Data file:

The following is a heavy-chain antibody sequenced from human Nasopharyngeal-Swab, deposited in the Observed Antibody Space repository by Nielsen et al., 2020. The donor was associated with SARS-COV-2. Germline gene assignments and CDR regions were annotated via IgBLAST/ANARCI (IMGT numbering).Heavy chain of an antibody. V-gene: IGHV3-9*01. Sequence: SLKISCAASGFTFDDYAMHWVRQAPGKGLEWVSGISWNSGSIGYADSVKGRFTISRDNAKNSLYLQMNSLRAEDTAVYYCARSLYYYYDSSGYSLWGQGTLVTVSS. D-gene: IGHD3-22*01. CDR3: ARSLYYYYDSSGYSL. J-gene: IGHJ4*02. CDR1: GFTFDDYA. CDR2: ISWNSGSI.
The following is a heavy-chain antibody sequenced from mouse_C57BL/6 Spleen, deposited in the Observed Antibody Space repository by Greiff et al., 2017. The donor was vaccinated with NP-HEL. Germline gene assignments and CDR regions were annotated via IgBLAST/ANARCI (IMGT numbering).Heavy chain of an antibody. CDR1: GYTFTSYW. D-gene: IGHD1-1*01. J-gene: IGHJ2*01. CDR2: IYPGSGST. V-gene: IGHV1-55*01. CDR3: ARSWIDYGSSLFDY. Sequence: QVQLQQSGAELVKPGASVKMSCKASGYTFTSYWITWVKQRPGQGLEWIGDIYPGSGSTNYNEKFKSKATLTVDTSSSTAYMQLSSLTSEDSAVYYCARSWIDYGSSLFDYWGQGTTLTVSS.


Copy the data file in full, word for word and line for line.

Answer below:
The following is a heavy-chain antibody sequenced from human Nasopharyngeal-Swab, deposited in the Observed Antibody Space repository by Nielsen et al., 2020. The donor was associated with SARS-COV-2. Germline gene assignments and CDR regions were annotated via IgBLAST/ANARCI (IMGT numbering).Heavy chain of an antibody. V-gene: IGHV3-9*01. Sequence: SLKISCAASGFTFDDYAMHWVRQAPGKGLEWVSGISWNSGSIGYADSVKGRFTISRDNAKNSLYLQMNSLRAEDTAVYYCARSLYYYYDSSGYSLWGQGTLVTVSS. D-gene: IGHD3-22*01. CDR3: ARSLYYYYDSSGYSL. J-gene: IGHJ4*02. CDR1: GFTFDDYA. CDR2: ISWNSGSI.
The following is a heavy-chain antibody sequenced from mouse_C57BL/6 Spleen, deposited in the Observed Antibody Space repository by Greiff et al., 2017. The donor was vaccinated with NP-HEL. Germline gene assignments and CDR regions were annotated via IgBLAST/ANARCI (IMGT numbering).Heavy chain of an antibody. CDR1: GYTFTSYW. D-gene: IGHD1-1*01. J-gene: IGHJ2*01. CDR2: IYPGSGST. V-gene: IGHV1-55*01. CDR3: ARSWIDYGSSLFDY. Sequence: QVQLQQSGAELVKPGASVKMSCKASGYTFTSYWITWVKQRPGQGLEWIGDIYPGSGSTNYNEKFKSKATLTVDTSSSTAYMQLSSLTSEDSAVYYCARSWIDYGSSLFDYWGQGTTLTVSS.